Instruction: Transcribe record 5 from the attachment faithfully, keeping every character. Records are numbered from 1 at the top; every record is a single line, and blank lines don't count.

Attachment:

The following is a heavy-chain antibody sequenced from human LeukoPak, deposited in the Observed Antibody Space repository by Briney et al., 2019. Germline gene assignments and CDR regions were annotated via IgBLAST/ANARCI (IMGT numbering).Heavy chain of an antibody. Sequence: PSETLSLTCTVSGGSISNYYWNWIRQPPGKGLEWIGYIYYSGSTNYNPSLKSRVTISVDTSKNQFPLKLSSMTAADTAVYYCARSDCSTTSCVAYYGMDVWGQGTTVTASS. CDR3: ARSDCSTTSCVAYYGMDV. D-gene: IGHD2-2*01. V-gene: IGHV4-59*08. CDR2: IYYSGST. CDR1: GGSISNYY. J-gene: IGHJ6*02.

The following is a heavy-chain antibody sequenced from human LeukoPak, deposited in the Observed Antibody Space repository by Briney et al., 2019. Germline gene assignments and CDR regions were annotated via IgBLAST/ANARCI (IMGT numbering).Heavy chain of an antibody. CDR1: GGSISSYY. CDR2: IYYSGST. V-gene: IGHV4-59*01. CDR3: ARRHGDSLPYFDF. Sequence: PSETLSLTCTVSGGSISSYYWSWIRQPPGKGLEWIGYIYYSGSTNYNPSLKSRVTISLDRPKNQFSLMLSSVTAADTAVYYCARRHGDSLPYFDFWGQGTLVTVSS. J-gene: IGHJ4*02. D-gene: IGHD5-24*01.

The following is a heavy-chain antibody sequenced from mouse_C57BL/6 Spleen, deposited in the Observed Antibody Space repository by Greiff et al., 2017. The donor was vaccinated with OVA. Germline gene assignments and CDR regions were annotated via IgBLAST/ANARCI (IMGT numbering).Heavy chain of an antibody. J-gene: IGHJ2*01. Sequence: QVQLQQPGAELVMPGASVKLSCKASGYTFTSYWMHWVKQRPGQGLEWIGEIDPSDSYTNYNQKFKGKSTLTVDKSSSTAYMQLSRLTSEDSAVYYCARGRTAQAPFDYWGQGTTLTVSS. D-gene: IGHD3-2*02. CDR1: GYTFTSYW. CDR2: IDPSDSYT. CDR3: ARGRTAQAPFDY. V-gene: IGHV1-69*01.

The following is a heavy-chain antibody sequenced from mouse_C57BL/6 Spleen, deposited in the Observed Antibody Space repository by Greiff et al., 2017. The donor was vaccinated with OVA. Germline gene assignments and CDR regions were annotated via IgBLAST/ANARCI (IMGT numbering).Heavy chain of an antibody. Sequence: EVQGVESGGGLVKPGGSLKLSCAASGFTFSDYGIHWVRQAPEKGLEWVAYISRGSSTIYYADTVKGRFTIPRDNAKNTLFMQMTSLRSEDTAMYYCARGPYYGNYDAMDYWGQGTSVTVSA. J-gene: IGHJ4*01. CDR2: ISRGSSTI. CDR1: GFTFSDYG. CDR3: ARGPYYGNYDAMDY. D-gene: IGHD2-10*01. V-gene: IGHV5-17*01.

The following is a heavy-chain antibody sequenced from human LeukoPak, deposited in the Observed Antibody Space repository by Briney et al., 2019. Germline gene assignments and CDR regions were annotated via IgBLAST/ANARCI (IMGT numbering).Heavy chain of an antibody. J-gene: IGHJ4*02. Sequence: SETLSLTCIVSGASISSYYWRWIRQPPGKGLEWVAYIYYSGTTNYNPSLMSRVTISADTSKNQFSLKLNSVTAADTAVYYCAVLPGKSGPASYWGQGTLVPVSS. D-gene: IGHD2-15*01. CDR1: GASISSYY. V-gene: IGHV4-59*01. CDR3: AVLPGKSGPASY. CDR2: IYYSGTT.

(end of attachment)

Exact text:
The following is a heavy-chain antibody sequenced from human LeukoPak, deposited in the Observed Antibody Space repository by Briney et al., 2019. Germline gene assignments and CDR regions were annotated via IgBLAST/ANARCI (IMGT numbering).Heavy chain of an antibody. J-gene: IGHJ4*02. Sequence: SETLSLTCIVSGASISSYYWRWIRQPPGKGLEWVAYIYYSGTTNYNPSLMSRVTISADTSKNQFSLKLNSVTAADTAVYYCAVLPGKSGPASYWGQGTLVPVSS. D-gene: IGHD2-15*01. CDR1: GASISSYY. V-gene: IGHV4-59*01. CDR3: AVLPGKSGPASY. CDR2: IYYSGTT.